High school students may play a lot of video games, but some from LaSalle are spending the school year building games from scratch.

As part of a mentorship program coordinated by the non-profit organization Youth Fusion, several dozen students are learning from video games designers who work for Ubisoft.

Two of the students taking part are Chloe Polson and Jack Sklivas, and they're learning it's more of a challenge then they first thought.

Chloe has traded in her sketch pad for a computer running a digital art software program.

"I am not completely used to it yet. I'm just kinda getting the feel for it and people are teaching me about it ," she said.

Jack said the group has had to scale back their goals.

"Our ideas were really, they were really high so our standards are kind of, you know, downgraded a little bit," he said.

Ubisoft has pledged to spend $8 million over the next five years working with students of all ages, from pre-teens to Post-Doctoral Fellows.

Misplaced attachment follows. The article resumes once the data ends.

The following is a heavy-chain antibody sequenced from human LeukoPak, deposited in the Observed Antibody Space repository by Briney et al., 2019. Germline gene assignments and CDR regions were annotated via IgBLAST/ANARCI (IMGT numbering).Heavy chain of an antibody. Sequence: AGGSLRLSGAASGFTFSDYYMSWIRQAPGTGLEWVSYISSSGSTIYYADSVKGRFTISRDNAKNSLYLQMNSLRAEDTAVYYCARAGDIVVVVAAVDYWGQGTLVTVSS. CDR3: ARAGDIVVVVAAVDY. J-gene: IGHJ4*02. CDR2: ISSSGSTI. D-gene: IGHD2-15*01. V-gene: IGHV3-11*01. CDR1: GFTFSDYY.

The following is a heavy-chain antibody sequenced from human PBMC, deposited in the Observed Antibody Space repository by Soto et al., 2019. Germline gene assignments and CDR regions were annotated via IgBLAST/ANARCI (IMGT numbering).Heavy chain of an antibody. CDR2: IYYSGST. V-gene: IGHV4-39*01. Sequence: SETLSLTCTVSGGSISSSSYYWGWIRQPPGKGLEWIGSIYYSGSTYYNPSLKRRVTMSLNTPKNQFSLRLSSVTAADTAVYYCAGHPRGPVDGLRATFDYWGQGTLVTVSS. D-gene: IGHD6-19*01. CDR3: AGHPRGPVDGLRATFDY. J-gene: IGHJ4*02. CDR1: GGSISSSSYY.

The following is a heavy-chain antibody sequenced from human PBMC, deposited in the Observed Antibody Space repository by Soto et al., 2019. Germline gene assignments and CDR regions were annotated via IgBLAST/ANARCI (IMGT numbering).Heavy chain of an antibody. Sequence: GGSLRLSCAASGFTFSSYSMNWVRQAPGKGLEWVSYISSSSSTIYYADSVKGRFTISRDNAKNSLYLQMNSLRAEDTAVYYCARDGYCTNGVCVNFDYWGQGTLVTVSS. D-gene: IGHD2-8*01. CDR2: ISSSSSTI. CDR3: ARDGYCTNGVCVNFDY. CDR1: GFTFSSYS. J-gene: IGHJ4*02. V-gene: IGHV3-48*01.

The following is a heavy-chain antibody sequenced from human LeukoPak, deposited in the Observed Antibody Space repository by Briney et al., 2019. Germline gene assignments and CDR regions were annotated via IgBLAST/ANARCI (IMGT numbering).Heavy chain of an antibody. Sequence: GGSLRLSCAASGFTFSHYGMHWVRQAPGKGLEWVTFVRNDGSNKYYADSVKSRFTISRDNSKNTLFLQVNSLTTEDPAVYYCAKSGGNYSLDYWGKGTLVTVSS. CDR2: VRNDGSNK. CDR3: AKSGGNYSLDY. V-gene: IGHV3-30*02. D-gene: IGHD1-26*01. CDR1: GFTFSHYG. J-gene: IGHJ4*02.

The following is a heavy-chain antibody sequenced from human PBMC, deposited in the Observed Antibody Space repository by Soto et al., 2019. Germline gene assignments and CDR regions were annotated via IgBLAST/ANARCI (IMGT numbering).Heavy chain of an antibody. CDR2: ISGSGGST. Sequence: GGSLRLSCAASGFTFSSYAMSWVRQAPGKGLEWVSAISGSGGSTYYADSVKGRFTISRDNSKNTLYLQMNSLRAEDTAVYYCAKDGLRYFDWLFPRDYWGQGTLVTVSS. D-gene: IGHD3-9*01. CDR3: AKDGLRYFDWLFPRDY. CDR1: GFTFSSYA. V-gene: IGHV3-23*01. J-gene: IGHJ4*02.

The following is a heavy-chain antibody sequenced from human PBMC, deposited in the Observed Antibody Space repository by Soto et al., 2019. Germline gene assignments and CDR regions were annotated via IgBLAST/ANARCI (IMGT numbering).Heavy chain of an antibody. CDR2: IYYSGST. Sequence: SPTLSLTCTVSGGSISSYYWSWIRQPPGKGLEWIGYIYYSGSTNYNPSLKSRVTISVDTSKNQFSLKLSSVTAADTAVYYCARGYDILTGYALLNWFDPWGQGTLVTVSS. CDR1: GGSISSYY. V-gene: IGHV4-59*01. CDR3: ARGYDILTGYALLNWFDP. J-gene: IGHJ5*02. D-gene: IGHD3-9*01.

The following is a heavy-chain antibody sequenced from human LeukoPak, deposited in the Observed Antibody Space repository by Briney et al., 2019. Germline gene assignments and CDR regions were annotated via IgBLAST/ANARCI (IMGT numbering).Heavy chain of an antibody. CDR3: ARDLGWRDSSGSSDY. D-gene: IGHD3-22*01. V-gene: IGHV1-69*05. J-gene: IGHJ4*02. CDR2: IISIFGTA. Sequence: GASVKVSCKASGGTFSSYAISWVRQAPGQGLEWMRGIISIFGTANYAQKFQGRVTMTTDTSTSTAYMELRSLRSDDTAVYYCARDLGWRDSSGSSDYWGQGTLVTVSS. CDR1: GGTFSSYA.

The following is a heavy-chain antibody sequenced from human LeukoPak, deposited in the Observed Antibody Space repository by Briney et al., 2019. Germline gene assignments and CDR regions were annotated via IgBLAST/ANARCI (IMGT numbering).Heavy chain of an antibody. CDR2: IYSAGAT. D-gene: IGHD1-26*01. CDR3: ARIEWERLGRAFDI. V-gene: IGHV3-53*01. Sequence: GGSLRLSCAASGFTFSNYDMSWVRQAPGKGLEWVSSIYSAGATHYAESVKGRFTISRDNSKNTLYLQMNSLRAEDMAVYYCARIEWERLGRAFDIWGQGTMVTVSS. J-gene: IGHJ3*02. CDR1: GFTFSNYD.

"The goal is really to use the video game, the science of a video game as a springboard for them. A motivational springboard," said Fabrice Giguere.

That ties in with Youth Fusion's goal which is, according to Charles-Antoine Guillemette, at cutting Quebec's high school dropout rate.

"What matters is the kids they learn, they had fun, they built everything and they got to know themselves," said Guillemette.

Giguere added that Ubisoft also wants to build a deep appreciation for the company's work, and the team work and science needed to bring a game from concept to console.

He said that since the program began in the autumn, he's been impressed by the work ethic and creativity displayed by teenagers.

"It's mind boggling to see what they can do when we just give them the means to get their creative side to flourish," he said.

The students have months of work left to complete, but they will get to see their games released later this year.